Suffice to say, we've seen a ton of film and highlights on many of the top prospects in the 2012 draft class and each has his own set of elite skills in specific areas. But just about anyone in recent years could do a decent first-round mock draft by doing just one thing – being a legitimate fan of the Southeastern Conference.
In the next version of our mock draft, we have nine SEC players being selected in the first 25 picks – Alabama RB Trent Richardson, LSU CB Morris Claiborne, South Carolina DE/OLB Melvin Ingram, Georgia G/OT Cordy Glenn, Alabama safety Mark Barron, Alabama DE/OLB Courtney Upshaw, Mississippi State DT Fletcher Cox, Alabama CB Dre Kirkpatrick and LSU DT Michael Brockers.
Of every three picks that will be made early, one of them will be from the SEC. Crazy, right? As scouts from Chicago are wont to say, "Not so fast, my friend."
If it was a one-year blip on the screen, that would be one thing. However, the SEC has become the NFL's AAA affiliate – the king of the minor leagues that weans and produces talent to move up to the Big Show.
Last year, the SEC had 10 players taken in the first round, including five of the top six picks – Auburn QB Cam Newton (No. 1, Carolina), Alabama DT Marcell Dareus (No. 3, Buffalo), Georgia WR A.J. Green (No. 4, Cincinnati), LSU CB Patrick Peterson (No. 5, Arizona), Alabama WR Julio Jones (No. 6, Atlanta), Auburn DT Nick Fairley (No. 13, Detroit), Florida C Mike Pouncey (No. 15, Miami), Alabama OT James Carpenter (No. 25, Seattle), Alabama RB Mark Ingram (Miami, No. 28) and Mississippi State OT Derek Sherrod (No. 32, Green Bay).
The 2011 SEC harvest would have been a record if not for an even bigger season – from the SEC. The 10 SEC players taken in the 2011 first round was one short of the all-time record of 11 set by the SEC in 2007. That draft started off with LSU QB Jamarcus Rusell (Oakland) and was followed up by LSU safety LaRon Landry (No. 6, Washington), Arkansas DE Jamaal Anderson (No. 8, Atlanta), Ole Miss LB Patrick Willis (No. 11, San Francisco), Tennessee DT Justin Harrell (No. 16, Green Bay), Florida DE Jarvis Moss (No. 17, Denver), Florida safety Reggie Nelson (No. 21, Jacksonville), LSU WR Dwayne Bowe (No. 23, Kansas City), Tennessee WR Robert Meachem (No. 27, New Orleans) and Auburn G Ben Grubbs (No. 29, Baltimore). As if hitting on more than one out of every three picks in the first round wasn't enough, the SEC wasn't done. Six of the first 22 picks in the second round were also SEC players.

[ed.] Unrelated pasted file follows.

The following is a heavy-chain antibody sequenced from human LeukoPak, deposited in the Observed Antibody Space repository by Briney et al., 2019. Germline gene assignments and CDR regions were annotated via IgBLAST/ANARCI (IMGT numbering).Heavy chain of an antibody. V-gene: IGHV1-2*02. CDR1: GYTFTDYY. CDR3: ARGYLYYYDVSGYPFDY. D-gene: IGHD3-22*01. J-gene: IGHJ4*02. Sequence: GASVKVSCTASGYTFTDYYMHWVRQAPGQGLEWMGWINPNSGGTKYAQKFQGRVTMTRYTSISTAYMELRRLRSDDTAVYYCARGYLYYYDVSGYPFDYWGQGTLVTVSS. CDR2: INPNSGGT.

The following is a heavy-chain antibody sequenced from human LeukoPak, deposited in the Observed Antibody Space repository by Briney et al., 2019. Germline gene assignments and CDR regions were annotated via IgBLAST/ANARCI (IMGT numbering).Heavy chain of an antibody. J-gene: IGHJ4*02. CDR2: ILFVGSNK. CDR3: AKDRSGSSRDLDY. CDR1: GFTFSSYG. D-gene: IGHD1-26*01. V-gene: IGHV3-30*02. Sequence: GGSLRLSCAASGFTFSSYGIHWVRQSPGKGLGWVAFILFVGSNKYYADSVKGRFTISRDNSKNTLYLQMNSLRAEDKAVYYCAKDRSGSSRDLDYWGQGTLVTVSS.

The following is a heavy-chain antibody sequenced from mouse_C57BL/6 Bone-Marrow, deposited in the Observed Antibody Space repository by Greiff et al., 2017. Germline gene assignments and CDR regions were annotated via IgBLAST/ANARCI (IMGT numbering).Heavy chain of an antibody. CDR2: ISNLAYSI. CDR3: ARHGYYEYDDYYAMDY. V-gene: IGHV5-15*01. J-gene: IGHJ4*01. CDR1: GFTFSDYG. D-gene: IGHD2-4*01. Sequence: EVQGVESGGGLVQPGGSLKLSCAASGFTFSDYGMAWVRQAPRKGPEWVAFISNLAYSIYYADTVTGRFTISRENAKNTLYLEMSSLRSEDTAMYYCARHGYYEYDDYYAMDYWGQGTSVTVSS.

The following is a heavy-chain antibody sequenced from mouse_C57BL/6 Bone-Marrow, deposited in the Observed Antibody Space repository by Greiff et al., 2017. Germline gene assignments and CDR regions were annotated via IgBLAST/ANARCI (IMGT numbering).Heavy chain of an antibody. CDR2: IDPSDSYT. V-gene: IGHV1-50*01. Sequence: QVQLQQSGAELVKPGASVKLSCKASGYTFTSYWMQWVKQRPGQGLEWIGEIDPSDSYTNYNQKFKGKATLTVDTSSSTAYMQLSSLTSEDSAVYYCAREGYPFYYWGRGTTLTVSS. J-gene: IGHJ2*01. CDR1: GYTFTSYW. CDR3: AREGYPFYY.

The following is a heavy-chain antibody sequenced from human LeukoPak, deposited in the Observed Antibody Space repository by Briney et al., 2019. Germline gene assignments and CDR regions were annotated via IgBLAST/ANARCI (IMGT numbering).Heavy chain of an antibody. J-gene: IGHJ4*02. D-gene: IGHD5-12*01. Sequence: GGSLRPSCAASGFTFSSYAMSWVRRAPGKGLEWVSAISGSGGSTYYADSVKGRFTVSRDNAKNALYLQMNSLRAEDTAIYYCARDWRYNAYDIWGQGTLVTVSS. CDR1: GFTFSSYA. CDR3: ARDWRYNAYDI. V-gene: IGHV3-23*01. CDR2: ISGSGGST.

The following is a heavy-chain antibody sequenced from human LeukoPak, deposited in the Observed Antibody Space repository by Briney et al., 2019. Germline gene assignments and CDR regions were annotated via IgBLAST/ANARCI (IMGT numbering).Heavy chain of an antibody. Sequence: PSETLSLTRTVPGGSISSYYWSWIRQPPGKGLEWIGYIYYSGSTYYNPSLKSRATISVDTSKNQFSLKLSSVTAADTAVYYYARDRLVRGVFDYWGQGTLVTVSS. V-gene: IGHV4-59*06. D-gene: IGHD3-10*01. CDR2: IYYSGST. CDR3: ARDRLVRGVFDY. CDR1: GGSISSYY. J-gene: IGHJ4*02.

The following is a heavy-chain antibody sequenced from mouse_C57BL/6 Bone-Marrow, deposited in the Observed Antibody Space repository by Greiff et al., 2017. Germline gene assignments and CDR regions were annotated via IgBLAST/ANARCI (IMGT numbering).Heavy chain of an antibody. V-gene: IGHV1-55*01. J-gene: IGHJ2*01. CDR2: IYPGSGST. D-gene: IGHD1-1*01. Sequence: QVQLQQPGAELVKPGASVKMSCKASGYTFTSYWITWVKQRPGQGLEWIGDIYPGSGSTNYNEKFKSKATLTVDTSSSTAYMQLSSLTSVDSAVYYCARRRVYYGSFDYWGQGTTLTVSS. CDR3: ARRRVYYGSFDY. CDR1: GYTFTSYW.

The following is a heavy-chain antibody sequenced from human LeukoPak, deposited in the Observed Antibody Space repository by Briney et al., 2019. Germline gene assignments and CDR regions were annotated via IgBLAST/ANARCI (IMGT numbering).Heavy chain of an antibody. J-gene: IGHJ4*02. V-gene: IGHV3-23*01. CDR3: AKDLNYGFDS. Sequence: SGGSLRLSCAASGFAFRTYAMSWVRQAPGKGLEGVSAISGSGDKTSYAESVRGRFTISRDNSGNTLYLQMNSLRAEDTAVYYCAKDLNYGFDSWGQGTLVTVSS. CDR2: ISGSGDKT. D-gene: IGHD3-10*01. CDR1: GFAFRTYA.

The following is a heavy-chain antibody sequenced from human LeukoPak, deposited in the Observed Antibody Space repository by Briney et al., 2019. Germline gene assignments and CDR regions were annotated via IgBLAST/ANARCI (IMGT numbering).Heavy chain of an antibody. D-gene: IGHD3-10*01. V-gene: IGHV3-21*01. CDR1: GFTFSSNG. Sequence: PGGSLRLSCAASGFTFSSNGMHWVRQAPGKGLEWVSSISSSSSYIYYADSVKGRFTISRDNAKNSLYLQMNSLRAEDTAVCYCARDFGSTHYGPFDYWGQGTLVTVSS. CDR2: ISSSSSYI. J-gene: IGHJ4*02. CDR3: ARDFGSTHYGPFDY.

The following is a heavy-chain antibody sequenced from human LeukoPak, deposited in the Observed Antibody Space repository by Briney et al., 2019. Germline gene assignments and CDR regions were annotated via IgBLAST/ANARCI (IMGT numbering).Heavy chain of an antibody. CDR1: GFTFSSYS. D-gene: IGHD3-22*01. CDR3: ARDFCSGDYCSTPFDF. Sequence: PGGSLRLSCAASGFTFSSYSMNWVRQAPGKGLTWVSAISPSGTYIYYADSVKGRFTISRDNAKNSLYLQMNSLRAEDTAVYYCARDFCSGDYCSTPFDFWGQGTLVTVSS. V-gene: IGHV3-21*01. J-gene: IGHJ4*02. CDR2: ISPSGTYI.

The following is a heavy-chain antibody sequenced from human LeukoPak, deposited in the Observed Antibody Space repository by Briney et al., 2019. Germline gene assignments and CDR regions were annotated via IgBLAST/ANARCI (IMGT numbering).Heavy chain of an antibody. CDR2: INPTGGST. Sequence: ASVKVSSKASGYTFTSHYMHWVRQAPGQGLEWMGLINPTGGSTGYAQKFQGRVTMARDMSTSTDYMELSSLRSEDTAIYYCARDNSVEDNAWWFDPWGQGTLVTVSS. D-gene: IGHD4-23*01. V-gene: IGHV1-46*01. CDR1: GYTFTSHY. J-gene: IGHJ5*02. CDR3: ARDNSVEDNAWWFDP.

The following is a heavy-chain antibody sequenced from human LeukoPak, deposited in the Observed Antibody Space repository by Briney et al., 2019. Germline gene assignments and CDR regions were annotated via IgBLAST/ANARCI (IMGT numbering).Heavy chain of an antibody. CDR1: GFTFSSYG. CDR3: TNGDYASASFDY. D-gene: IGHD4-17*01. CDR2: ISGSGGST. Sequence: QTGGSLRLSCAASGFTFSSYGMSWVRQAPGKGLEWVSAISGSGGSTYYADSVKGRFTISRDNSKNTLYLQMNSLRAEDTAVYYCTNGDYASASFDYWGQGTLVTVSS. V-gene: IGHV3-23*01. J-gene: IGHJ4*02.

The 2012 draft is going to take over national attention over the next couple of weeks and, in the process, the list of mock draft experts is going to grow exponentially – from those who follow the college game closely to those who just a month or two ago didn't know Fletcher Cox from Fletcher Christian, Michael Floyd from Raymond Floyd, Justin Blackmon from Justin Timberlake or Dontari Poe from Edgar Allen Poe. They're going to come out hot and heavy, fast and furious.
For those of us who have been banging our heads on the wall when a single free-agent signing can cause a domino drop of a dozen draft picks (that's when mock becomes a verb), a sad reality has become apparent. When it comes to the first round of the draft, any fan of the SEC can do as well or better than Mel Kiper, Rich Gosselin or any other of the renowned draft gurus. It's time for the NFL to start kicking some love back to the SEC. It's become the primary feeding ground for the next generation of NFL players and it doesn't look to be slowing down any time soon.
Want to be a draft expert to get in a three-way argument with Kiper and Todd McShay? Watch SEC games and you've got your foot in the door.
John Holler has been writing about the Vikings for more than a decade for Viking Update. Follow Viking Update on Twitter and discuss this topic on our message boards. To become a subscriber to the Viking Update web site or magazine, click here.